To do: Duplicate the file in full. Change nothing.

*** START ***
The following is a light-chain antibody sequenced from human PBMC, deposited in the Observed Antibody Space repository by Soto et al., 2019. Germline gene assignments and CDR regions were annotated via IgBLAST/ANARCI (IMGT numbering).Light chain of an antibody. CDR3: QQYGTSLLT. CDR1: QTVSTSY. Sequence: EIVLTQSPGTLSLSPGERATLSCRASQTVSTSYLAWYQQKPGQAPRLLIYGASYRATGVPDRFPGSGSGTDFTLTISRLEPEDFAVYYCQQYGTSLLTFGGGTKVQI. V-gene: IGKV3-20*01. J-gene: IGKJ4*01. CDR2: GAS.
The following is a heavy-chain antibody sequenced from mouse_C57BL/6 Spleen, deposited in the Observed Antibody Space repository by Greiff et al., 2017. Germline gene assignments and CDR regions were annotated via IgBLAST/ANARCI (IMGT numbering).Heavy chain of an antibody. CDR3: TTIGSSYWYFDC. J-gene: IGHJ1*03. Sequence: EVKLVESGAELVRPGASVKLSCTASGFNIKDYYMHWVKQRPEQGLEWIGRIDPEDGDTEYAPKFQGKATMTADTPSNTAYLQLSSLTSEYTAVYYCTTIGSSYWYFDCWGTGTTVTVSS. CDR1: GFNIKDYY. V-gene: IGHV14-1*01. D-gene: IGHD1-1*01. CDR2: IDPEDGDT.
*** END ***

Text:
The following is a light-chain antibody sequenced from human PBMC, deposited in the Observed Antibody Space repository by Soto et al., 2019. Germline gene assignments and CDR regions were annotated via IgBLAST/ANARCI (IMGT numbering).Light chain of an antibody. CDR3: QQYGTSLLT. CDR1: QTVSTSY. Sequence: EIVLTQSPGTLSLSPGERATLSCRASQTVSTSYLAWYQQKPGQAPRLLIYGASYRATGVPDRFPGSGSGTDFTLTISRLEPEDFAVYYCQQYGTSLLTFGGGTKVQI. V-gene: IGKV3-20*01. J-gene: IGKJ4*01. CDR2: GAS.
The following is a heavy-chain antibody sequenced from mouse_C57BL/6 Spleen, deposited in the Observed Antibody Space repository by Greiff et al., 2017. Germline gene assignments and CDR regions were annotated via IgBLAST/ANARCI (IMGT numbering).Heavy chain of an antibody. CDR3: TTIGSSYWYFDC. J-gene: IGHJ1*03. Sequence: EVKLVESGAELVRPGASVKLSCTASGFNIKDYYMHWVKQRPEQGLEWIGRIDPEDGDTEYAPKFQGKATMTADTPSNTAYLQLSSLTSEYTAVYYCTTIGSSYWYFDCWGTGTTVTVSS. CDR1: GFNIKDYY. V-gene: IGHV14-1*01. D-gene: IGHD1-1*01. CDR2: IDPEDGDT.